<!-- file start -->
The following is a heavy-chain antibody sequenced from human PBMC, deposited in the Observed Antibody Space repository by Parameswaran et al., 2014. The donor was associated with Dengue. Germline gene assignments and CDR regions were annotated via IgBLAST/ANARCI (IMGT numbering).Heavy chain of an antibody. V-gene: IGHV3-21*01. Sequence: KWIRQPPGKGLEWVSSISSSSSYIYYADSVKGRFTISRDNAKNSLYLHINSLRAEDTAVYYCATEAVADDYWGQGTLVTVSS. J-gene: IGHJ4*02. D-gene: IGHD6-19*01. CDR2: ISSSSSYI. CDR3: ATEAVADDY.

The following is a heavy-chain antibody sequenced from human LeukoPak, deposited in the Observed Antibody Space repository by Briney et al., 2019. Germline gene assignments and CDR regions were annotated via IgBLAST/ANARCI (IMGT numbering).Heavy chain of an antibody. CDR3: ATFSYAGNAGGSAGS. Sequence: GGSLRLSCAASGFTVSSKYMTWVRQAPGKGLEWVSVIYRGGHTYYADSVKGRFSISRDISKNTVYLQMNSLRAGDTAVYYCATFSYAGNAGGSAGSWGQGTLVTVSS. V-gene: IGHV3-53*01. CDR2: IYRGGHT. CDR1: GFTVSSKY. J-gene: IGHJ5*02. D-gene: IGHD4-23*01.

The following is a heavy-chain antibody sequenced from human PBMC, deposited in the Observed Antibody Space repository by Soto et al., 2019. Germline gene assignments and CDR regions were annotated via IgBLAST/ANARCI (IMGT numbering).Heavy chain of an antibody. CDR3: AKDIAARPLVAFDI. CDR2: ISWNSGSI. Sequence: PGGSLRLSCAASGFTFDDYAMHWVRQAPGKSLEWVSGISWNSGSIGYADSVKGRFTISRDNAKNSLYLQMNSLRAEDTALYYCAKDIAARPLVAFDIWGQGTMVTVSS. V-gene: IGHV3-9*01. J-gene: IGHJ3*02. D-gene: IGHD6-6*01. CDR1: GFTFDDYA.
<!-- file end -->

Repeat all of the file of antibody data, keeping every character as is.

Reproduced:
The following is a heavy-chain antibody sequenced from human PBMC, deposited in the Observed Antibody Space repository by Parameswaran et al., 2014. The donor was associated with Dengue. Germline gene assignments and CDR regions were annotated via IgBLAST/ANARCI (IMGT numbering).Heavy chain of an antibody. V-gene: IGHV3-21*01. Sequence: KWIRQPPGKGLEWVSSISSSSSYIYYADSVKGRFTISRDNAKNSLYLHINSLRAEDTAVYYCATEAVADDYWGQGTLVTVSS. J-gene: IGHJ4*02. D-gene: IGHD6-19*01. CDR2: ISSSSSYI. CDR3: ATEAVADDY.

The following is a heavy-chain antibody sequenced from human LeukoPak, deposited in the Observed Antibody Space repository by Briney et al., 2019. Germline gene assignments and CDR regions were annotated via IgBLAST/ANARCI (IMGT numbering).Heavy chain of an antibody. CDR3: ATFSYAGNAGGSAGS. Sequence: GGSLRLSCAASGFTVSSKYMTWVRQAPGKGLEWVSVIYRGGHTYYADSVKGRFSISRDISKNTVYLQMNSLRAGDTAVYYCATFSYAGNAGGSAGSWGQGTLVTVSS. V-gene: IGHV3-53*01. CDR2: IYRGGHT. CDR1: GFTVSSKY. J-gene: IGHJ5*02. D-gene: IGHD4-23*01.

The following is a heavy-chain antibody sequenced from human PBMC, deposited in the Observed Antibody Space repository by Soto et al., 2019. Germline gene assignments and CDR regions were annotated via IgBLAST/ANARCI (IMGT numbering).Heavy chain of an antibody. CDR3: AKDIAARPLVAFDI. CDR2: ISWNSGSI. Sequence: PGGSLRLSCAASGFTFDDYAMHWVRQAPGKSLEWVSGISWNSGSIGYADSVKGRFTISRDNAKNSLYLQMNSLRAEDTALYYCAKDIAARPLVAFDIWGQGTMVTVSS. V-gene: IGHV3-9*01. J-gene: IGHJ3*02. D-gene: IGHD6-6*01. CDR1: GFTFDDYA.